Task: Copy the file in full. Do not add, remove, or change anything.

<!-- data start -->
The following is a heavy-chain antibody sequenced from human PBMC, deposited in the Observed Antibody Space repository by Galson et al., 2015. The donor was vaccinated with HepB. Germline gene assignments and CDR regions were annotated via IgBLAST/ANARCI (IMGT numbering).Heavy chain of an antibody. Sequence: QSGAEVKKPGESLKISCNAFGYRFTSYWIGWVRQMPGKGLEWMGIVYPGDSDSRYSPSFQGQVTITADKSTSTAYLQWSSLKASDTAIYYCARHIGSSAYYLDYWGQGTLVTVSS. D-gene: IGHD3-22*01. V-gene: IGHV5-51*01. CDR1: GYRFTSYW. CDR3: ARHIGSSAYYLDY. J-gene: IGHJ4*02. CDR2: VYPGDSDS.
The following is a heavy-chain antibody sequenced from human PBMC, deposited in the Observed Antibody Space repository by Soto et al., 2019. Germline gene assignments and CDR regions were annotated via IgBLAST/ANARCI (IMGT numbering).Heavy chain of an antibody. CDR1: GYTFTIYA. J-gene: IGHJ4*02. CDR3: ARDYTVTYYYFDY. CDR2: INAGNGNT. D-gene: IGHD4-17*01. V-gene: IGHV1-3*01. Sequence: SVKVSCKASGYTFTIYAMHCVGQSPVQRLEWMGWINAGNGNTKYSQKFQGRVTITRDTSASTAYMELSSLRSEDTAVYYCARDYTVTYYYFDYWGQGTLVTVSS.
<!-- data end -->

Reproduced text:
The following is a heavy-chain antibody sequenced from human PBMC, deposited in the Observed Antibody Space repository by Galson et al., 2015. The donor was vaccinated with HepB. Germline gene assignments and CDR regions were annotated via IgBLAST/ANARCI (IMGT numbering).Heavy chain of an antibody. Sequence: QSGAEVKKPGESLKISCNAFGYRFTSYWIGWVRQMPGKGLEWMGIVYPGDSDSRYSPSFQGQVTITADKSTSTAYLQWSSLKASDTAIYYCARHIGSSAYYLDYWGQGTLVTVSS. D-gene: IGHD3-22*01. V-gene: IGHV5-51*01. CDR1: GYRFTSYW. CDR3: ARHIGSSAYYLDY. J-gene: IGHJ4*02. CDR2: VYPGDSDS.
The following is a heavy-chain antibody sequenced from human PBMC, deposited in the Observed Antibody Space repository by Soto et al., 2019. Germline gene assignments and CDR regions were annotated via IgBLAST/ANARCI (IMGT numbering).Heavy chain of an antibody. CDR1: GYTFTIYA. J-gene: IGHJ4*02. CDR3: ARDYTVTYYYFDY. CDR2: INAGNGNT. D-gene: IGHD4-17*01. V-gene: IGHV1-3*01. Sequence: SVKVSCKASGYTFTIYAMHCVGQSPVQRLEWMGWINAGNGNTKYSQKFQGRVTITRDTSASTAYMELSSLRSEDTAVYYCARDYTVTYYYFDYWGQGTLVTVSS.